Six Ways to Consider Privilege, from newest RIISE Advisor, Delia Farquharson, LCSW

Meet Delia Farquharson, mother of two indy school girls of color, practicing therapist, and blog radio talk-show host of Discussion with Delia. Our network is delighted to have the resources and support of a professional like Delia whose really inspired to guide us along our academic, social and emotional encounters in independent schools, “Educating the next generation is a cause I feel very strongly about. I am happy to lend my skills to this cause.”

Our encounters as families of color are unique. As our schools promise exceptional educational opportunities they also offer dynamic social contexts. Delia’s here to help us acknowledge and address contexts in ways that empower us with skills for success.

We really look forward to benefitting from the wisdom of her work. Today, Delia asks us to consider privilege, on a continuum. Thanks Delia!

 
Delia Farquharson, LCSW

Delia Farquharson, LCSW

PRIVILEGE

Sitting down to write on the issue of privilege, I reflect on the fact that I never had a preparatory conversation with my own two children on how to deal with existence of privilege in either of their independent schools.

It dawns on me that I did not feel the need to. A recent conversation with my younger daughter confirms now, what I subconsciously believed then, I did not need to have that conversation.

If you are engaging in or embarking on this independent school experience, likely your children enjoy a certain level of privilege. Your child may have more than some of their peers and cohorts in public school, and likely rarely want for anything. This social construct that is privilege is a relative concept and exists on a continuum. Your child/family may exist on one end of that continuum where they afford the latest trends in clothing and shoes, video games and electronic gadgets. On the far end of the continuum may exist peers in the independent schools whose families may literally be able to afford anything from private jets, to exotic holidays and everything in between.

You know your child, and as a family you get to decide how much, or how little you discuss these relative levels of wealth and privilege. Will you need to discuss the pressure that comes with being invited to several Bat Mitzvahs in any one month, each requiring a new outfit? Is there a need to explain that a $25 gift card for each of the several Sweet 16 parties can add up to hundreds of dollars, and can affect the family’s budget? Do you need to conclude that sometimes the answer may be no thank you for the invitation? How do you want to deal with these stressors as a family?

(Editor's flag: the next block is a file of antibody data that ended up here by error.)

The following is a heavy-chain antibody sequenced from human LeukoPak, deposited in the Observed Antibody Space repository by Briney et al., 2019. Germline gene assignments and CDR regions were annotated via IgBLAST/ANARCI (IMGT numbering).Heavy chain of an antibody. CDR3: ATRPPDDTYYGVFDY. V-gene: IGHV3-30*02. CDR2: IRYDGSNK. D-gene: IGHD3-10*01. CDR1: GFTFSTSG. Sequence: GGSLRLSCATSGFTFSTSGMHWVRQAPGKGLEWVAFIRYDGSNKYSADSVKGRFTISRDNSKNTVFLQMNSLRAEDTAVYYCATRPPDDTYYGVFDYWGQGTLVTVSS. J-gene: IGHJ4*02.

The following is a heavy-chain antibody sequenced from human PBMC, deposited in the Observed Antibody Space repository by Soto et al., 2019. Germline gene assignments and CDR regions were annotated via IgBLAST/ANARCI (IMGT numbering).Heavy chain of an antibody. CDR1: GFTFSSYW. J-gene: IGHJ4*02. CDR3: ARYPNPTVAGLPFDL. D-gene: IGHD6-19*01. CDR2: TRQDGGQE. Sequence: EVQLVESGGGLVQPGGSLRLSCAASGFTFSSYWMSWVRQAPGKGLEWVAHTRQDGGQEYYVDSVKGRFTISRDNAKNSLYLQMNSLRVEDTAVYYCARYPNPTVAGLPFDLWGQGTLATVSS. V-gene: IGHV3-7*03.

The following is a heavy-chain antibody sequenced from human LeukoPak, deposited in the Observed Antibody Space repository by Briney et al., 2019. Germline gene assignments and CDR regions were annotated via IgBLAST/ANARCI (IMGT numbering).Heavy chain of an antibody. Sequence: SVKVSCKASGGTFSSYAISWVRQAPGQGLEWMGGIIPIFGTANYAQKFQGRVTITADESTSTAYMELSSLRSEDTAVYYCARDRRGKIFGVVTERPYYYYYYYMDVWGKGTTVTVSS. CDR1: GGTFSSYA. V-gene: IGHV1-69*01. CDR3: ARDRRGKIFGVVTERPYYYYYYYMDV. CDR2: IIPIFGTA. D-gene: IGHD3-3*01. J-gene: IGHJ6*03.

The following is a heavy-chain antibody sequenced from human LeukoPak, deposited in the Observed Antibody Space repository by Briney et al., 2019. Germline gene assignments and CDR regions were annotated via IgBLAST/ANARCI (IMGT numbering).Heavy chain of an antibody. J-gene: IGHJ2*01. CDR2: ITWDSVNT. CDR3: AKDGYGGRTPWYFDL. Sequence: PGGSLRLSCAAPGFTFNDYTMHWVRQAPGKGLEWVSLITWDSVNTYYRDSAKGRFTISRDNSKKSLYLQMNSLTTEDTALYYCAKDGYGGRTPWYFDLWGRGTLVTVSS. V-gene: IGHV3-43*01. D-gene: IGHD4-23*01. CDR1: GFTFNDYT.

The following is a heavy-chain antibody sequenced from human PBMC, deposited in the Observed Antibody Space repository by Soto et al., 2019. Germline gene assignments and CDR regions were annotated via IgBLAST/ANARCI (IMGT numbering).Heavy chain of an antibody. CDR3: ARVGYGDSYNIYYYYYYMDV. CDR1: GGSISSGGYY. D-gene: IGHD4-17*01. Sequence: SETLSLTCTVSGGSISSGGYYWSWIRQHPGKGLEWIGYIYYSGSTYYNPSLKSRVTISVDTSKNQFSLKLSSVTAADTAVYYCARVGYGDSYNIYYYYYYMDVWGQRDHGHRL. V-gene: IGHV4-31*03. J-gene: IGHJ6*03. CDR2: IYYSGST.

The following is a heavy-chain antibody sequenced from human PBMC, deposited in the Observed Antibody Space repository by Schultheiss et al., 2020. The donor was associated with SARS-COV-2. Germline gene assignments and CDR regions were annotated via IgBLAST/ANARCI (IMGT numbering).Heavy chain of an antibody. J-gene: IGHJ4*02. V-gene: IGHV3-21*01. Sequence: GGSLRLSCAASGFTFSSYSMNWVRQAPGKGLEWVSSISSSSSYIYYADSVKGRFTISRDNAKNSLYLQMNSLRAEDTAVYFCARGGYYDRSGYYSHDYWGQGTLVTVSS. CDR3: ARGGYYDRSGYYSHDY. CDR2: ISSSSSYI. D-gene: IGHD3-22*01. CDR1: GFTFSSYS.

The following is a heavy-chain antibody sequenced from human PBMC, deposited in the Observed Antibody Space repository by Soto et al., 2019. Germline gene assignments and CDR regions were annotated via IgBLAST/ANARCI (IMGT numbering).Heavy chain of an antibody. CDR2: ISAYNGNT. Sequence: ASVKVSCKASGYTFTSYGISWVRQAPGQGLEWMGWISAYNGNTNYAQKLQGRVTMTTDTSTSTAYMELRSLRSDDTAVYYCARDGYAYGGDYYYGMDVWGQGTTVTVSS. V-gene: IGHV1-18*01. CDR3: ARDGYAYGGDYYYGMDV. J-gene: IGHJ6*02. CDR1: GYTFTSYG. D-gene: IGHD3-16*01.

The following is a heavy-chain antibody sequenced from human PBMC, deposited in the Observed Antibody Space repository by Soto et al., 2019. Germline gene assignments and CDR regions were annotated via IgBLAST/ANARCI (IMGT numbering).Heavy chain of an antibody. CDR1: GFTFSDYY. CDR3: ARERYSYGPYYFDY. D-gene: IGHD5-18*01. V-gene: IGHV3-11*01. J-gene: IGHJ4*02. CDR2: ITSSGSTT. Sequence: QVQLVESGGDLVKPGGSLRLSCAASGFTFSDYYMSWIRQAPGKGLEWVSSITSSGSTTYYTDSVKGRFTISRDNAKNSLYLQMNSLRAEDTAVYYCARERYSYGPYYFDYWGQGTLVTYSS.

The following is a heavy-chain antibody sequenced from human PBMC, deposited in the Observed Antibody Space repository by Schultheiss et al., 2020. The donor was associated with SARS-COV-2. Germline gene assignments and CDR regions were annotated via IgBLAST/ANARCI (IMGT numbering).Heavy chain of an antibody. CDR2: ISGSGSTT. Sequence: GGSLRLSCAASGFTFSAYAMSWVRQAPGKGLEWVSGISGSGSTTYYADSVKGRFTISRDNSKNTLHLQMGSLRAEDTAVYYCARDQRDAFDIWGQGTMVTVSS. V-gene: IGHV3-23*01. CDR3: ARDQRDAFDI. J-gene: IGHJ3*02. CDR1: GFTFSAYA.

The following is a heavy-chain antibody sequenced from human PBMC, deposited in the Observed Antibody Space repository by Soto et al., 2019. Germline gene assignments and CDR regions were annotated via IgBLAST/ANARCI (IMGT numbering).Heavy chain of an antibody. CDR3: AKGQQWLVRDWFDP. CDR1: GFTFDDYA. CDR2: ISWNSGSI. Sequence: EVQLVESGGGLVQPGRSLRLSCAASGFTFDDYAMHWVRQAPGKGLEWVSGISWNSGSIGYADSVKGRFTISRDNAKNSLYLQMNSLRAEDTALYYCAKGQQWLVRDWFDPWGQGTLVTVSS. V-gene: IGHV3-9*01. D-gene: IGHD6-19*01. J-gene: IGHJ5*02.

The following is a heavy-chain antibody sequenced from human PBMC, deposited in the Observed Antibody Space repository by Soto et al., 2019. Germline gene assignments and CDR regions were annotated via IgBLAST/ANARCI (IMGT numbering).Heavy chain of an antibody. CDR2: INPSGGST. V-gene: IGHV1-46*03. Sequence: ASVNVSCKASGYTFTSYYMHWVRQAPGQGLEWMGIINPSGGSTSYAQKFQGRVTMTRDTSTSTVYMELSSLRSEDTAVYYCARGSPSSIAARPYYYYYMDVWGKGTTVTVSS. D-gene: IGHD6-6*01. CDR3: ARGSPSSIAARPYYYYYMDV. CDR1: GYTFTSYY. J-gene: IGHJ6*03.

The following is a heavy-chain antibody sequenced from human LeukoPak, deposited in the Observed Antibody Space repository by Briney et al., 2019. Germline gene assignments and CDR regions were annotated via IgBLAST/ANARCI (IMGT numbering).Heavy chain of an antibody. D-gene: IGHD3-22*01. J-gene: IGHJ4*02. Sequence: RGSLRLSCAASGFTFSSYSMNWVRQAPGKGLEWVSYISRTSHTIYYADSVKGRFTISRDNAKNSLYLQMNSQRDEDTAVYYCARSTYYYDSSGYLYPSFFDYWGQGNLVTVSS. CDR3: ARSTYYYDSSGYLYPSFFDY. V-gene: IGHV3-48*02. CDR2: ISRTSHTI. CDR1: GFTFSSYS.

Things to consider:

  1. Monitor expectations, not just your child’s expectation but your own as parents/adults.
  2. Model the behavior you want to see in your child. It is okay to be impressed by the celebrity, wealth and privilege, be careful not to become overwhelmed by it.
  3. Be authentic and true to your values as parents. What lessons do you want your children to learn? 
  4. Encourage your children to establish healthy friendship with others who they care for, and who care for them. Have sleepovers and birthday parties that reflect your family life.
  5. Be prepared to be viewed as “other”, remember privilege exists on a continuum and you may not be viewed as having enough.
  6. Celebrate the strengths of your family and share that.


Delia M. Farquharson, LCSW
RIISE Social- Emotional Advisor

 

 

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One Comment

  1. Posted June 7, 2017 at 3:39 pm | Permalink

    Great piece Delia.

    Thanks for publishing it. Although this article was published a long time ago, I still find it useful.

    Keep up the great work that you’re doing on this blog.

    I used to think that I was the only one who is worried about the rate at which technology has made us forget the little moments that we humans spend with each other.

    I feel sad when I see people focused on the screen of their cell phones these days instead of enjoying the contact among ourselves. Both adults and children are so immersed on their phones that it has become difficult to strike up a conversation in public these days.

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